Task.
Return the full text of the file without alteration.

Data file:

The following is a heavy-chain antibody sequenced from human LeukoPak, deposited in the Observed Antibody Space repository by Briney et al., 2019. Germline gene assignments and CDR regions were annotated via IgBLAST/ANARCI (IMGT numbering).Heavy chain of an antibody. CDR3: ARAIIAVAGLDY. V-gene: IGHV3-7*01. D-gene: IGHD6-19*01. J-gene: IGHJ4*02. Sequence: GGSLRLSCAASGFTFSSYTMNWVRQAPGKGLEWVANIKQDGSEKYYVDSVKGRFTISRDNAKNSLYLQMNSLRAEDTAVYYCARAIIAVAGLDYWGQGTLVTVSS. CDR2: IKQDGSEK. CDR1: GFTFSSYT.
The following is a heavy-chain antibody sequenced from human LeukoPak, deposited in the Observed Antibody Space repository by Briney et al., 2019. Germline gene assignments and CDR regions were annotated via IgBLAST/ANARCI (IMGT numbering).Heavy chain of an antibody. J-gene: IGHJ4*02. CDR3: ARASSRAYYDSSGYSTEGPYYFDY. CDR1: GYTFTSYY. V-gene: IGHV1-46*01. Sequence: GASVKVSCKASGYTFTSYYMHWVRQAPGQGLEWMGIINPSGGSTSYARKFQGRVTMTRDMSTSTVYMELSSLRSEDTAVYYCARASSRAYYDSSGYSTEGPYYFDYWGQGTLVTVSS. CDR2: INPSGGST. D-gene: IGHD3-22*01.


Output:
The following is a heavy-chain antibody sequenced from human LeukoPak, deposited in the Observed Antibody Space repository by Briney et al., 2019. Germline gene assignments and CDR regions were annotated via IgBLAST/ANARCI (IMGT numbering).Heavy chain of an antibody. CDR3: ARAIIAVAGLDY. V-gene: IGHV3-7*01. D-gene: IGHD6-19*01. J-gene: IGHJ4*02. Sequence: GGSLRLSCAASGFTFSSYTMNWVRQAPGKGLEWVANIKQDGSEKYYVDSVKGRFTISRDNAKNSLYLQMNSLRAEDTAVYYCARAIIAVAGLDYWGQGTLVTVSS. CDR2: IKQDGSEK. CDR1: GFTFSSYT.
The following is a heavy-chain antibody sequenced from human LeukoPak, deposited in the Observed Antibody Space repository by Briney et al., 2019. Germline gene assignments and CDR regions were annotated via IgBLAST/ANARCI (IMGT numbering).Heavy chain of an antibody. J-gene: IGHJ4*02. CDR3: ARASSRAYYDSSGYSTEGPYYFDY. CDR1: GYTFTSYY. V-gene: IGHV1-46*01. Sequence: GASVKVSCKASGYTFTSYYMHWVRQAPGQGLEWMGIINPSGGSTSYARKFQGRVTMTRDMSTSTVYMELSSLRSEDTAVYYCARASSRAYYDSSGYSTEGPYYFDYWGQGTLVTVSS. CDR2: INPSGGST. D-gene: IGHD3-22*01.